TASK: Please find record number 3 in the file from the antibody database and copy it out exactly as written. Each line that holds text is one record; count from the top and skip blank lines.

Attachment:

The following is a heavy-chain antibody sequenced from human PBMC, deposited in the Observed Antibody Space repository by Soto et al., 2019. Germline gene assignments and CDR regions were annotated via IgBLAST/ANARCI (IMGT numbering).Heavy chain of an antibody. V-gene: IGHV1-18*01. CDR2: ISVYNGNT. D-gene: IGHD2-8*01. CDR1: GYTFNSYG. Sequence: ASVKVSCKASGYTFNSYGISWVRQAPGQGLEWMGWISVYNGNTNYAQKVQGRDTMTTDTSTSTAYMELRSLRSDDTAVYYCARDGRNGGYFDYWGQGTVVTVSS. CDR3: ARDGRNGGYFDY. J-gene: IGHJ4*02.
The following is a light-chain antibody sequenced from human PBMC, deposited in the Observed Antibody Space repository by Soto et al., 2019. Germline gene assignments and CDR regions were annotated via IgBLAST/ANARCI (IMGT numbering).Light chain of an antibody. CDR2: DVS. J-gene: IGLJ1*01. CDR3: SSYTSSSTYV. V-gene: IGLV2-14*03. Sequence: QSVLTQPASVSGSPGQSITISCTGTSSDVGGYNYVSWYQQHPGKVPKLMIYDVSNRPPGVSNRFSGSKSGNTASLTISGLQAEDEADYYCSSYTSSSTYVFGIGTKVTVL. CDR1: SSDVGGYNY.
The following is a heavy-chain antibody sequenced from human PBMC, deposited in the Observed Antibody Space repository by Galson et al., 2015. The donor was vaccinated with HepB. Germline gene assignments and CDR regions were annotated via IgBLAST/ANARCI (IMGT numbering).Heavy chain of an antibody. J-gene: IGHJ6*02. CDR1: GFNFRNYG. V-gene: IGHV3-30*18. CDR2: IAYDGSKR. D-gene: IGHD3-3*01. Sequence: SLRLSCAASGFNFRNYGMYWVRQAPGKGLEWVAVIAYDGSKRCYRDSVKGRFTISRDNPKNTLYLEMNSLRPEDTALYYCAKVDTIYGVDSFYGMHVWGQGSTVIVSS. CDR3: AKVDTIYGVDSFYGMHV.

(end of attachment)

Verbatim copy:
The following is a heavy-chain antibody sequenced from human PBMC, deposited in the Observed Antibody Space repository by Galson et al., 2015. The donor was vaccinated with HepB. Germline gene assignments and CDR regions were annotated via IgBLAST/ANARCI (IMGT numbering).Heavy chain of an antibody. J-gene: IGHJ6*02. CDR1: GFNFRNYG. V-gene: IGHV3-30*18. CDR2: IAYDGSKR. D-gene: IGHD3-3*01. Sequence: SLRLSCAASGFNFRNYGMYWVRQAPGKGLEWVAVIAYDGSKRCYRDSVKGRFTISRDNPKNTLYLEMNSLRPEDTALYYCAKVDTIYGVDSFYGMHVWGQGSTVIVSS. CDR3: AKVDTIYGVDSFYGMHV.